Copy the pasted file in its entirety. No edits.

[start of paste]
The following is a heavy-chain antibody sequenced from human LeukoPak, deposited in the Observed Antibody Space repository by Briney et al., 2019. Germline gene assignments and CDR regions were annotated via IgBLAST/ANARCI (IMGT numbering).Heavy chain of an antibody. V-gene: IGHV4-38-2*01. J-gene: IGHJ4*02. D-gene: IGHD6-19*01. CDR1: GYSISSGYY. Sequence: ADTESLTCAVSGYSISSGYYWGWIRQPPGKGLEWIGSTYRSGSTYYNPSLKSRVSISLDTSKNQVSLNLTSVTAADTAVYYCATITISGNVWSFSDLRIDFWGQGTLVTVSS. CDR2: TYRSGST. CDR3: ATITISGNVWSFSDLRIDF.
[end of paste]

The following is a heavy-chain antibody sequenced from human LeukoPak, deposited in the Observed Antibody Space repository by Briney et al., 2019. Germline gene assignments and CDR regions were annotated via IgBLAST/ANARCI (IMGT numbering).Heavy chain of an antibody. V-gene: IGHV4-38-2*01. J-gene: IGHJ4*02. D-gene: IGHD6-19*01. CDR1: GYSISSGYY. Sequence: ADTESLTCAVSGYSISSGYYWGWIRQPPGKGLEWIGSTYRSGSTYYNPSLKSRVSISLDTSKNQVSLNLTSVTAADTAVYYCATITISGNVWSFSDLRIDFWGQGTLVTVSS. CDR2: TYRSGST. CDR3: ATITISGNVWSFSDLRIDF.